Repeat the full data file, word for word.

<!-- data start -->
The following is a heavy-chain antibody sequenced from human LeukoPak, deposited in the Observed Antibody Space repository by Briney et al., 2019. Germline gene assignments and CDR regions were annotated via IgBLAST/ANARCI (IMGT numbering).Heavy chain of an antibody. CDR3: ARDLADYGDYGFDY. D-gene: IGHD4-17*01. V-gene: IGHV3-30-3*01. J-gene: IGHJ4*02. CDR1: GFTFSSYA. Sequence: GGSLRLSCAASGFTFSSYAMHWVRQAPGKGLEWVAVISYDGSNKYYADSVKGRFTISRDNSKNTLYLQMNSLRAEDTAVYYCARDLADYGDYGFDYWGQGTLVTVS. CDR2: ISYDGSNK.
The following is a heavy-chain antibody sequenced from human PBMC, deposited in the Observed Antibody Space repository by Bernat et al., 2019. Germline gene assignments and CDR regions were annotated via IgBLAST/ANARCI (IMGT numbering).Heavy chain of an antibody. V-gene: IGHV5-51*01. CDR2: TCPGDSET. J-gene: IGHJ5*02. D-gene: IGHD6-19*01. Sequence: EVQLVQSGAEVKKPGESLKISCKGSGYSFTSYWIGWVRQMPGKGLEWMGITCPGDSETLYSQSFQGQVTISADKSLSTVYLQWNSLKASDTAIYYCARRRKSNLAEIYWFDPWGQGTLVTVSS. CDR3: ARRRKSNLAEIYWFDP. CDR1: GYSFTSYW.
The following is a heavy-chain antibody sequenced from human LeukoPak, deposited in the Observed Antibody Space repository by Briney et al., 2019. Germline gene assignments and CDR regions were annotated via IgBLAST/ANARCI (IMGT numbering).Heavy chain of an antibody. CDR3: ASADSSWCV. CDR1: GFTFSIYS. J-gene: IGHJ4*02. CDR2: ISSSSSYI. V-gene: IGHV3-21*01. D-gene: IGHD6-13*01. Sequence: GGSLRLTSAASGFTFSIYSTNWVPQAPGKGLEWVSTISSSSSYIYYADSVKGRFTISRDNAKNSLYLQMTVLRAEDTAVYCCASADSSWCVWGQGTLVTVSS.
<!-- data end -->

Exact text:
The following is a heavy-chain antibody sequenced from human LeukoPak, deposited in the Observed Antibody Space repository by Briney et al., 2019. Germline gene assignments and CDR regions were annotated via IgBLAST/ANARCI (IMGT numbering).Heavy chain of an antibody. CDR3: ARDLADYGDYGFDY. D-gene: IGHD4-17*01. V-gene: IGHV3-30-3*01. J-gene: IGHJ4*02. CDR1: GFTFSSYA. Sequence: GGSLRLSCAASGFTFSSYAMHWVRQAPGKGLEWVAVISYDGSNKYYADSVKGRFTISRDNSKNTLYLQMNSLRAEDTAVYYCARDLADYGDYGFDYWGQGTLVTVS. CDR2: ISYDGSNK.
The following is a heavy-chain antibody sequenced from human PBMC, deposited in the Observed Antibody Space repository by Bernat et al., 2019. Germline gene assignments and CDR regions were annotated via IgBLAST/ANARCI (IMGT numbering).Heavy chain of an antibody. V-gene: IGHV5-51*01. CDR2: TCPGDSET. J-gene: IGHJ5*02. D-gene: IGHD6-19*01. Sequence: EVQLVQSGAEVKKPGESLKISCKGSGYSFTSYWIGWVRQMPGKGLEWMGITCPGDSETLYSQSFQGQVTISADKSLSTVYLQWNSLKASDTAIYYCARRRKSNLAEIYWFDPWGQGTLVTVSS. CDR3: ARRRKSNLAEIYWFDP. CDR1: GYSFTSYW.
The following is a heavy-chain antibody sequenced from human LeukoPak, deposited in the Observed Antibody Space repository by Briney et al., 2019. Germline gene assignments and CDR regions were annotated via IgBLAST/ANARCI (IMGT numbering).Heavy chain of an antibody. CDR3: ASADSSWCV. CDR1: GFTFSIYS. J-gene: IGHJ4*02. CDR2: ISSSSSYI. V-gene: IGHV3-21*01. D-gene: IGHD6-13*01. Sequence: GGSLRLTSAASGFTFSIYSTNWVPQAPGKGLEWVSTISSSSSYIYYADSVKGRFTISRDNAKNSLYLQMTVLRAEDTAVYCCASADSSWCVWGQGTLVTVSS.